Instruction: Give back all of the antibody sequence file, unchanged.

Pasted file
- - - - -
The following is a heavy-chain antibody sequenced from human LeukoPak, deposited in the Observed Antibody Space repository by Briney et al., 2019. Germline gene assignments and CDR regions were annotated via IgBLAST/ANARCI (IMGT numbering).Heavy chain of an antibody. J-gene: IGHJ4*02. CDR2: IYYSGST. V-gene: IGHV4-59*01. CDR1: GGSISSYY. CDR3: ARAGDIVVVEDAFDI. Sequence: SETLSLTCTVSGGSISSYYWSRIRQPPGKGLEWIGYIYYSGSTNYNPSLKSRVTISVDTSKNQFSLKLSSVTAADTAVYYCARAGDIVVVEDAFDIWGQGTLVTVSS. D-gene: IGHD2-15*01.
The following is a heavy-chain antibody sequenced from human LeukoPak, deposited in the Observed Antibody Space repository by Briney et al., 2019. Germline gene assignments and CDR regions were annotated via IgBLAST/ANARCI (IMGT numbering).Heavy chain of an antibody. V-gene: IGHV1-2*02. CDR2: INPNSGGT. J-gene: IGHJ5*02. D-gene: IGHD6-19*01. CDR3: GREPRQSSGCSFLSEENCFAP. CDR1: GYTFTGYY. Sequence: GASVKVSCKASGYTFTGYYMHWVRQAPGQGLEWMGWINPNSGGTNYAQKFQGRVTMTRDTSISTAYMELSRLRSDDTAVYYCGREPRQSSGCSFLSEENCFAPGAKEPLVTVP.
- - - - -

The following is a heavy-chain antibody sequenced from human LeukoPak, deposited in the Observed Antibody Space repository by Briney et al., 2019. Germline gene assignments and CDR regions were annotated via IgBLAST/ANARCI (IMGT numbering).Heavy chain of an antibody. J-gene: IGHJ4*02. CDR2: IYYSGST. V-gene: IGHV4-59*01. CDR1: GGSISSYY. CDR3: ARAGDIVVVEDAFDI. Sequence: SETLSLTCTVSGGSISSYYWSRIRQPPGKGLEWIGYIYYSGSTNYNPSLKSRVTISVDTSKNQFSLKLSSVTAADTAVYYCARAGDIVVVEDAFDIWGQGTLVTVSS. D-gene: IGHD2-15*01.
The following is a heavy-chain antibody sequenced from human LeukoPak, deposited in the Observed Antibody Space repository by Briney et al., 2019. Germline gene assignments and CDR regions were annotated via IgBLAST/ANARCI (IMGT numbering).Heavy chain of an antibody. V-gene: IGHV1-2*02. CDR2: INPNSGGT. J-gene: IGHJ5*02. D-gene: IGHD6-19*01. CDR3: GREPRQSSGCSFLSEENCFAP. CDR1: GYTFTGYY. Sequence: GASVKVSCKASGYTFTGYYMHWVRQAPGQGLEWMGWINPNSGGTNYAQKFQGRVTMTRDTSISTAYMELSRLRSDDTAVYYCGREPRQSSGCSFLSEENCFAPGAKEPLVTVP.